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Originally sent to clients Tuesday, September 13.
There can be no real bottom – just an emotional bounce – without some resolution to the European issues in general and to Greece in particular.
- Jim Cramer Monday (Sept 12) on Mad Money
BNP, Societe Generale and Credit Agricole together hold nearly $57 billion in Greek sovereign and private debt…. French banks also held more than €140 billion in total Spanish debt and almost €400 billion in Italian debt as of December, according to the latest figures from the Bank for International Settlements. If either of these latter two governments were to default, their banking systems could collapse and take the French system with them.
Fears about Europe are again dominating markets. The basic problem is simple: Greece and the other PIIGS – Portugal, Ireland, Italy and Spain – have too much debt. They are dependent on new bond buyers in order to pay off old ones and continue operating. As investors key in on the issue, they sell the bonds and demand higher interest rates which intensifies the problem by increasing interest costs.
The concern is the impact on European banks which own a lot of this sovereign debt and have additional exposure to these troubled countries. The big three French banks – BNP Paribas, Societe Generale and Credit Agricole – are currently in the spotlight due to concern about their exposure to Greece. Ireland and the banks exposed to it were the focus last November (“Top Gun FP Client Note: Europe Leads”, December 2, 2010). Greece is a small economy and a default there would likely be contained. The real fear seems to be the much bigger economies of Italy and Spain.
The European Central Bank last month expanded its support for European bond markets by buying Italian and Spanish sovereign debt (ECB Govt Bond Purchases Chart Attached). This move was opposed by Germany’s top ECB representative, Jurgen Stark, whose resignation last Friday rattled financial markets (“Banker’s Exit Rattles Markets”, The Wall Street Journal, Saturday, September 10, A1). Germany is the economic backbone of the EU which probably cannot survive without its support. The European Financial Stability Facility (EFSF) is the other option for bailing out troubled countries.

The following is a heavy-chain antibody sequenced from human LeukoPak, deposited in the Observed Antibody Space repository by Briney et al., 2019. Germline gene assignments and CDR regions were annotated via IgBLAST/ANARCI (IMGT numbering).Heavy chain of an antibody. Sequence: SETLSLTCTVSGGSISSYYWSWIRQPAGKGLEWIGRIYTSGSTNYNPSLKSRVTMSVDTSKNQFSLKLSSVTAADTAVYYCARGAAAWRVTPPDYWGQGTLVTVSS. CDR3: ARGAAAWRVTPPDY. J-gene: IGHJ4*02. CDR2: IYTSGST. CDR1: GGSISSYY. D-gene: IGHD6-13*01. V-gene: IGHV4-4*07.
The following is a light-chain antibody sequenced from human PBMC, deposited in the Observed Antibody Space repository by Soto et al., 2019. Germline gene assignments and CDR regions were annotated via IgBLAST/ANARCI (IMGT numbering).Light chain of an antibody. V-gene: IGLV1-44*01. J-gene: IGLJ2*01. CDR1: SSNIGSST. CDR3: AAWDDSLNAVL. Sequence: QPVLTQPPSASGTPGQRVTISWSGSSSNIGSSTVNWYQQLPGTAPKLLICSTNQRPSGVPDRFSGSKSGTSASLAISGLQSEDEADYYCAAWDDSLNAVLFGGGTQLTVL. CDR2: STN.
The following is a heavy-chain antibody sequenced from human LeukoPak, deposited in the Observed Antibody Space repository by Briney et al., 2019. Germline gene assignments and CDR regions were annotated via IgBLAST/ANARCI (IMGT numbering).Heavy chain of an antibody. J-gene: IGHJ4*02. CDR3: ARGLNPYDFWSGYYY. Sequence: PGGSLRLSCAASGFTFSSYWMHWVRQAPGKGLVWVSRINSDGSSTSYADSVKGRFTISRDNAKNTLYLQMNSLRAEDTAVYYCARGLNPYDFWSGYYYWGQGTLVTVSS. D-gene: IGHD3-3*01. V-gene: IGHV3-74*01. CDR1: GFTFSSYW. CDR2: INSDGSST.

The situation is analogous to the subprime crisis which played out in the US in 2007 and 2008. The banks were sitting on huge amounts of subprime mortgages and mortgage backed securities. When the housing market started to tank, so did the value of these mortgages and mortgage backed securities. The banks had to take huge writedowns which impaired their capital. Investors worried if the banks were solvent which further intensified pressure on their business.
The last few years have been the most volatile for all of recorded history.
On Monday, The New York Times ran a front page story on increasing stock market volatility in recent years. The charts below show the increase in 2% and especially 4% intraday and closing price swings compared to previous decades. Since the start of the century (2000), intraday price swings of greater than 4% have happened 6 times more frequently than they did in the previous 4 decades.
This has certainly been the case the last few weeks with stock markets regularly reversing intraday as they did, for example, yesterday when the S&P surged 20 points in the last two hours to finish in the black on rumors of Chinese interest in buying Italian bonds.
As far as I am concerned, any trading between 1100 and 1230 on the S&P is just noise. 1100 is the intermediate low (August 9) established in the wake of the S&P downgrade and 1230 is the high of the reaction rally (August 31). We have been lurching up and down in that range on average volume for the last month. In my opinion, things won’t get interesting again until one or the other of those levels is tested.
NOW IS THE TIME TO INVEST WITH TOP GUN: If you have been thinking about investing with Top Gun, now is a good time to give me a call or send me an e-mail.